The game’s first goalkicker had the chance to send her team in front at the final break after tacking a mark 25m out from goal. There were pleads from Hore and Alyssa Bannan that Davidson had pushed Hore in the back, though the umpire deemed it a fair side arm and bodywork. In the end, it mattered little on the scoreboard as the Lions forward sprayed it to the right and Brisbane trailed by two points.
Tackling pressure goes to another level
There was no space for either side in the last quarter as both teams were determined to not give an inch, with just a couple of behinds scored for the entire quarter. Though both teams had forward forays, Melbourne’s repeat stoppage game worked in what was a remarkable show of strength. Both teams were incredible in the game and deservedly, the Dees finished in front.
Dawes shows footy IQ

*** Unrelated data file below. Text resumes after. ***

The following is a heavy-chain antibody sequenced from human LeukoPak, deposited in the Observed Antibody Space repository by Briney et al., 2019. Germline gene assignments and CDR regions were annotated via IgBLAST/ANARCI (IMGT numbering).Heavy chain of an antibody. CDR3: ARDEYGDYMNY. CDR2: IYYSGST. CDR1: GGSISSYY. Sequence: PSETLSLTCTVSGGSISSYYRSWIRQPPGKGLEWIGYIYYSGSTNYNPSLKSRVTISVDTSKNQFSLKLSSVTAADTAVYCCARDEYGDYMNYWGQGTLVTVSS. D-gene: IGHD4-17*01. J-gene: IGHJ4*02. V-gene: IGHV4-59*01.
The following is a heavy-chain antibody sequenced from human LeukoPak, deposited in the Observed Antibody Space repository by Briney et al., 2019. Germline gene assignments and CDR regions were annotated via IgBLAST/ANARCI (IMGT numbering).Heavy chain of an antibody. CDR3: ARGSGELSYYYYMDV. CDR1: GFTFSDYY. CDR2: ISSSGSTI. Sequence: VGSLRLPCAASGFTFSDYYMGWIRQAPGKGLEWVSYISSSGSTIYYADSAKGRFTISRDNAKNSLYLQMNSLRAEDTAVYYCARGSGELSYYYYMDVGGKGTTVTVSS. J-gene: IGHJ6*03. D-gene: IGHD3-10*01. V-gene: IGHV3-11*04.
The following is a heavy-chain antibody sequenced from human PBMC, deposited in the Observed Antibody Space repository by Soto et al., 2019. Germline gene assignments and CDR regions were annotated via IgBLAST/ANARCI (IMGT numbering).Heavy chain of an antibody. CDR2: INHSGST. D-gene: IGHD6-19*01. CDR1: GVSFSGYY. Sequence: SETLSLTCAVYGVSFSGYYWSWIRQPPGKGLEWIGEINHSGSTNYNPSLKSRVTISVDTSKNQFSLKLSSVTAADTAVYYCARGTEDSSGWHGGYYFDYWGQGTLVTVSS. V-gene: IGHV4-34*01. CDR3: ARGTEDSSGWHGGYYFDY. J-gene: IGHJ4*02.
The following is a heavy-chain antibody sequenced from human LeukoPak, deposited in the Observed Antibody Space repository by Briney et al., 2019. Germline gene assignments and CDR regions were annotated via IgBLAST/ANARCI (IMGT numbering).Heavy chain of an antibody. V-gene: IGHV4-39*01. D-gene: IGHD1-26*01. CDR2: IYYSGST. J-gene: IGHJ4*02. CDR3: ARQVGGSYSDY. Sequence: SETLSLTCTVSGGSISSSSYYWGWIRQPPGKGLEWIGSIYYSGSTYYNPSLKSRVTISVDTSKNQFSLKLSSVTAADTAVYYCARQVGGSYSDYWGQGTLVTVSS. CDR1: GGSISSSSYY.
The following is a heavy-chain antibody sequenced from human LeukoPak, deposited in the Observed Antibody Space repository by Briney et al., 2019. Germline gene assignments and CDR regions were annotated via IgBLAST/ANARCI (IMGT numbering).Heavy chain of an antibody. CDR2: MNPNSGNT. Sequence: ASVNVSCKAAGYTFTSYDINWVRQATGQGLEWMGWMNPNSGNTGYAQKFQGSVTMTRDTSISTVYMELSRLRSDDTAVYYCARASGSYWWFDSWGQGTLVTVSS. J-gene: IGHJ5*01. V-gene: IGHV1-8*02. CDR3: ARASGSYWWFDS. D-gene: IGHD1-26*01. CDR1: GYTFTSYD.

Brisbane young gun Dawes might not have come away with a medal, but she certainly showed her footy IQ on the big stage. With the game on the line and close to the boundary, Dawes handballed into Eden Zanker‘s leg for an out on the full call. In a game of moments, she certainly knew what the task was, and got it done.
Paxman cops Harris friendly fire
Melbourne star Karen Paxman had to come from the field midway through the final term after copping friendly fire in a marking contest from Harris. The big forward flew high but took out plenty of collateral, with Paxman – who had just returned from the bench – having to come straight off and sat down again.
Hanks incredible last term
She was fantastic all game, but Hanks was out of this world with her final term. She continued to bullock in, and when Brisbane kept attacking, she got to the right spots. Even in teh dying seconds with a loose aerial ball that could have ended badly on the counter attack, Hanks lunged forward to take a diving mark. Her work rate was simply sensational and deserving of all the plaudits.
MATCH TALKING POINTS